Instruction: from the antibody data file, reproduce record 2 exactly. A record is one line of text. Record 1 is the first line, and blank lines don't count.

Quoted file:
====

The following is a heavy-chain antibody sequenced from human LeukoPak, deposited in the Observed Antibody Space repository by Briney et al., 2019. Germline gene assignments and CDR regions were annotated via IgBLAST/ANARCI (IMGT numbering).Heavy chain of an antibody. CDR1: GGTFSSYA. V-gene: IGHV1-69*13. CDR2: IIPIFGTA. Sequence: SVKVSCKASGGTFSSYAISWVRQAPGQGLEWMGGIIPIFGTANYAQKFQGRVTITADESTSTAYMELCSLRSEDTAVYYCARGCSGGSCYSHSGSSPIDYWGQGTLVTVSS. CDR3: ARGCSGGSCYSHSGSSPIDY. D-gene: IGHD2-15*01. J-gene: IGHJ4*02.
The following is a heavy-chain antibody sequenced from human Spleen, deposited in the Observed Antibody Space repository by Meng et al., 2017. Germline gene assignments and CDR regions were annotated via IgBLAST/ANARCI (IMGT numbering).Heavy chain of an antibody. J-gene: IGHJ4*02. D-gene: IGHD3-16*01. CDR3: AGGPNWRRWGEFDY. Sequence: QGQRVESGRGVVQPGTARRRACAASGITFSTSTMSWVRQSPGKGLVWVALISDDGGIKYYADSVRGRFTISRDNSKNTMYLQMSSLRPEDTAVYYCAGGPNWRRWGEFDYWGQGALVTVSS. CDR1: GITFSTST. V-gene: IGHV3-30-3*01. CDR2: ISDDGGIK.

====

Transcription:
The following is a heavy-chain antibody sequenced from human Spleen, deposited in the Observed Antibody Space repository by Meng et al., 2017. Germline gene assignments and CDR regions were annotated via IgBLAST/ANARCI (IMGT numbering).Heavy chain of an antibody. J-gene: IGHJ4*02. D-gene: IGHD3-16*01. CDR3: AGGPNWRRWGEFDY. Sequence: QGQRVESGRGVVQPGTARRRACAASGITFSTSTMSWVRQSPGKGLVWVALISDDGGIKYYADSVRGRFTISRDNSKNTMYLQMSSLRPEDTAVYYCAGGPNWRRWGEFDYWGQGALVTVSS. CDR1: GITFSTST. V-gene: IGHV3-30-3*01. CDR2: ISDDGGIK.